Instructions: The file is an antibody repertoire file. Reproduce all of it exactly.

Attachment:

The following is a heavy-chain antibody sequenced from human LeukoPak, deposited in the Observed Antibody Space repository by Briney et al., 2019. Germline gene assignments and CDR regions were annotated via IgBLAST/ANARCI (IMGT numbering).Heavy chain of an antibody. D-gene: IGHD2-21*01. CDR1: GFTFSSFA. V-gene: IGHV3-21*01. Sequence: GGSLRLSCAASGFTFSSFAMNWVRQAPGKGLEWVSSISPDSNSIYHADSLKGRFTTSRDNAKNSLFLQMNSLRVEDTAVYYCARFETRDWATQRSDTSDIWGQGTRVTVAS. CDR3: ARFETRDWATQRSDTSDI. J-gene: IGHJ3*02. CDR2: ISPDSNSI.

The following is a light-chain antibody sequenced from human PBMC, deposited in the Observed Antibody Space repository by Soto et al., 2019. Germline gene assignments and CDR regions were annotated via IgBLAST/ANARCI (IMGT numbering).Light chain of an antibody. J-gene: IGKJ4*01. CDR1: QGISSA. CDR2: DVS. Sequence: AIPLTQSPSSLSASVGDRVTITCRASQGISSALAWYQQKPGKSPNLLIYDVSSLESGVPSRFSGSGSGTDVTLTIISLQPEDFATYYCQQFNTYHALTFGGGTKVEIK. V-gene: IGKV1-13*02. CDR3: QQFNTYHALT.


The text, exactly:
The following is a heavy-chain antibody sequenced from human LeukoPak, deposited in the Observed Antibody Space repository by Briney et al., 2019. Germline gene assignments and CDR regions were annotated via IgBLAST/ANARCI (IMGT numbering).Heavy chain of an antibody. D-gene: IGHD2-21*01. CDR1: GFTFSSFA. V-gene: IGHV3-21*01. Sequence: GGSLRLSCAASGFTFSSFAMNWVRQAPGKGLEWVSSISPDSNSIYHADSLKGRFTTSRDNAKNSLFLQMNSLRVEDTAVYYCARFETRDWATQRSDTSDIWGQGTRVTVAS. CDR3: ARFETRDWATQRSDTSDI. J-gene: IGHJ3*02. CDR2: ISPDSNSI.

The following is a light-chain antibody sequenced from human PBMC, deposited in the Observed Antibody Space repository by Soto et al., 2019. Germline gene assignments and CDR regions were annotated via IgBLAST/ANARCI (IMGT numbering).Light chain of an antibody. J-gene: IGKJ4*01. CDR1: QGISSA. CDR2: DVS. Sequence: AIPLTQSPSSLSASVGDRVTITCRASQGISSALAWYQQKPGKSPNLLIYDVSSLESGVPSRFSGSGSGTDVTLTIISLQPEDFATYYCQQFNTYHALTFGGGTKVEIK. V-gene: IGKV1-13*02. CDR3: QQFNTYHALT.